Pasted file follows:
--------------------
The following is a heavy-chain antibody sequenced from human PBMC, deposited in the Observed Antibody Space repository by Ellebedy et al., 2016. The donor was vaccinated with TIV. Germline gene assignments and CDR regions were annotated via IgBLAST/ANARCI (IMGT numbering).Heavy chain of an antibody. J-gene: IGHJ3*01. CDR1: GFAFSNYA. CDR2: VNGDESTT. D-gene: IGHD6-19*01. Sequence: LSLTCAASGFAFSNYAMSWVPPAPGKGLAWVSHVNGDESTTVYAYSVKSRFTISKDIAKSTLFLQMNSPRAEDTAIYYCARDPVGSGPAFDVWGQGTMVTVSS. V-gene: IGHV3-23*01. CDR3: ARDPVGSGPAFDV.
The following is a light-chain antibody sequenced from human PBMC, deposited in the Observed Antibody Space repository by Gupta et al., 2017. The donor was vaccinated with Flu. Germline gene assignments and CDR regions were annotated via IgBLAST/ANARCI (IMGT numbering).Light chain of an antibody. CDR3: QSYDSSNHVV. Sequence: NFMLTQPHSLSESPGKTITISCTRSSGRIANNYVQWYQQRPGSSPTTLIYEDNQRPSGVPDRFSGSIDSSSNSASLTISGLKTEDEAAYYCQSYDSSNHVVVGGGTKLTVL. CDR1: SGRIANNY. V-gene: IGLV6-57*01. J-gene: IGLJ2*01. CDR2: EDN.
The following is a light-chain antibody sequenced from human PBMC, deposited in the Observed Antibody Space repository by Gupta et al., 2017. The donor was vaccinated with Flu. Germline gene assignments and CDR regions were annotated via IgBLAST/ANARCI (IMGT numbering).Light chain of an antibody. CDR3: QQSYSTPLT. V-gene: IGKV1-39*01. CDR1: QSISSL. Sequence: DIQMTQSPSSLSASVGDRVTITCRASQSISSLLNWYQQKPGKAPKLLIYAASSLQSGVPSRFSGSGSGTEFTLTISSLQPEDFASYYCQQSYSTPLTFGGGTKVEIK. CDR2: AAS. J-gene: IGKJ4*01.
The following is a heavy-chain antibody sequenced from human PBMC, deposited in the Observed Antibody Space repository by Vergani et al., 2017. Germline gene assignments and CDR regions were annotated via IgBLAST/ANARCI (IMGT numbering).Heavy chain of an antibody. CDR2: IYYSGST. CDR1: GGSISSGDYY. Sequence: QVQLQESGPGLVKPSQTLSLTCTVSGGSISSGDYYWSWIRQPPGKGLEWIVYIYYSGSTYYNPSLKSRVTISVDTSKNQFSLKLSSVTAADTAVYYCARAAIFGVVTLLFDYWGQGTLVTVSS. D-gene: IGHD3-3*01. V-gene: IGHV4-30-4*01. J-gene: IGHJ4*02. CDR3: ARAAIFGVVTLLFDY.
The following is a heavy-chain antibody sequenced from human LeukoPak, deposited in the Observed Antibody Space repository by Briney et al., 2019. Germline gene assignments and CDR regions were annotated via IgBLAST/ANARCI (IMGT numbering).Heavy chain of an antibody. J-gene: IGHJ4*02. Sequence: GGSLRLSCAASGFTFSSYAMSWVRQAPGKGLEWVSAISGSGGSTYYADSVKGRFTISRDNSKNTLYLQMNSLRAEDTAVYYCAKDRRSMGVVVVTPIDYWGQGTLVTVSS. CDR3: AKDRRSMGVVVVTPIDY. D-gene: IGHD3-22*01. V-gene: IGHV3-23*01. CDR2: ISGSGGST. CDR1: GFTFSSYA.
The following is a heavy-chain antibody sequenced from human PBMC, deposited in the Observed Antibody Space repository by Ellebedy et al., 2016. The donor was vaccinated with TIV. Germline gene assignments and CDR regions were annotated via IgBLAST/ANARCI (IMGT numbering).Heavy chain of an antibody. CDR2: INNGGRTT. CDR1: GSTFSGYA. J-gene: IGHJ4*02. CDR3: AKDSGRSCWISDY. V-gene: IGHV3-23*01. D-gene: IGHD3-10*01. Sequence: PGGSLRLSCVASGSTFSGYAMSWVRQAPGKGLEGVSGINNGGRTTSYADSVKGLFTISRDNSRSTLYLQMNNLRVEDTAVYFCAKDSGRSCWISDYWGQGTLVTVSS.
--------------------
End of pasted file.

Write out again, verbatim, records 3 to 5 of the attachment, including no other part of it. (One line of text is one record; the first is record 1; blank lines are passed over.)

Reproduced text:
The following is a light-chain antibody sequenced from human PBMC, deposited in the Observed Antibody Space repository by Gupta et al., 2017. The donor was vaccinated with Flu. Germline gene assignments and CDR regions were annotated via IgBLAST/ANARCI (IMGT numbering).Light chain of an antibody. CDR3: QQSYSTPLT. V-gene: IGKV1-39*01. CDR1: QSISSL. Sequence: DIQMTQSPSSLSASVGDRVTITCRASQSISSLLNWYQQKPGKAPKLLIYAASSLQSGVPSRFSGSGSGTEFTLTISSLQPEDFASYYCQQSYSTPLTFGGGTKVEIK. CDR2: AAS. J-gene: IGKJ4*01.
The following is a heavy-chain antibody sequenced from human PBMC, deposited in the Observed Antibody Space repository by Vergani et al., 2017. Germline gene assignments and CDR regions were annotated via IgBLAST/ANARCI (IMGT numbering).Heavy chain of an antibody. CDR2: IYYSGST. CDR1: GGSISSGDYY. Sequence: QVQLQESGPGLVKPSQTLSLTCTVSGGSISSGDYYWSWIRQPPGKGLEWIVYIYYSGSTYYNPSLKSRVTISVDTSKNQFSLKLSSVTAADTAVYYCARAAIFGVVTLLFDYWGQGTLVTVSS. D-gene: IGHD3-3*01. V-gene: IGHV4-30-4*01. J-gene: IGHJ4*02. CDR3: ARAAIFGVVTLLFDY.
The following is a heavy-chain antibody sequenced from human LeukoPak, deposited in the Observed Antibody Space repository by Briney et al., 2019. Germline gene assignments and CDR regions were annotated via IgBLAST/ANARCI (IMGT numbering).Heavy chain of an antibody. J-gene: IGHJ4*02. Sequence: GGSLRLSCAASGFTFSSYAMSWVRQAPGKGLEWVSAISGSGGSTYYADSVKGRFTISRDNSKNTLYLQMNSLRAEDTAVYYCAKDRRSMGVVVVTPIDYWGQGTLVTVSS. CDR3: AKDRRSMGVVVVTPIDY. D-gene: IGHD3-22*01. V-gene: IGHV3-23*01. CDR2: ISGSGGST. CDR1: GFTFSSYA.